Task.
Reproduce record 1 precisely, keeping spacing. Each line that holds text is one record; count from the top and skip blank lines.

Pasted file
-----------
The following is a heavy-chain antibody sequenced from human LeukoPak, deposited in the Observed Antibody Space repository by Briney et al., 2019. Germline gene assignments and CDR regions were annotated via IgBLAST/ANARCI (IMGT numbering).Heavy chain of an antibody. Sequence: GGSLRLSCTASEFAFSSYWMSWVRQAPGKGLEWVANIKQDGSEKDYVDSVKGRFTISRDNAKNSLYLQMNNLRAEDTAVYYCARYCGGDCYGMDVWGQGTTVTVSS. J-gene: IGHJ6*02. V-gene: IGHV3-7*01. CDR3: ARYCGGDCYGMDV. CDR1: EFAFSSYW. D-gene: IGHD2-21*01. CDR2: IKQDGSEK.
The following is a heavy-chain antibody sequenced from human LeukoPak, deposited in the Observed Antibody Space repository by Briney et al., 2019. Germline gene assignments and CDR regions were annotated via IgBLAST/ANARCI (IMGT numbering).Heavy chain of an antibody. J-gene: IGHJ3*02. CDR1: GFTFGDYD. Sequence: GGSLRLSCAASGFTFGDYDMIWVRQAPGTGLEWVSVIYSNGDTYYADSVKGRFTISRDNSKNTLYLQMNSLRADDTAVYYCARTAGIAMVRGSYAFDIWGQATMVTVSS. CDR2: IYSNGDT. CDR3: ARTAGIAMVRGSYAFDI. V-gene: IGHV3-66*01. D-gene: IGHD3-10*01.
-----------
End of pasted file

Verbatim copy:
The following is a heavy-chain antibody sequenced from human LeukoPak, deposited in the Observed Antibody Space repository by Briney et al., 2019. Germline gene assignments and CDR regions were annotated via IgBLAST/ANARCI (IMGT numbering).Heavy chain of an antibody. Sequence: GGSLRLSCTASEFAFSSYWMSWVRQAPGKGLEWVANIKQDGSEKDYVDSVKGRFTISRDNAKNSLYLQMNNLRAEDTAVYYCARYCGGDCYGMDVWGQGTTVTVSS. J-gene: IGHJ6*02. V-gene: IGHV3-7*01. CDR3: ARYCGGDCYGMDV. CDR1: EFAFSSYW. D-gene: IGHD2-21*01. CDR2: IKQDGSEK.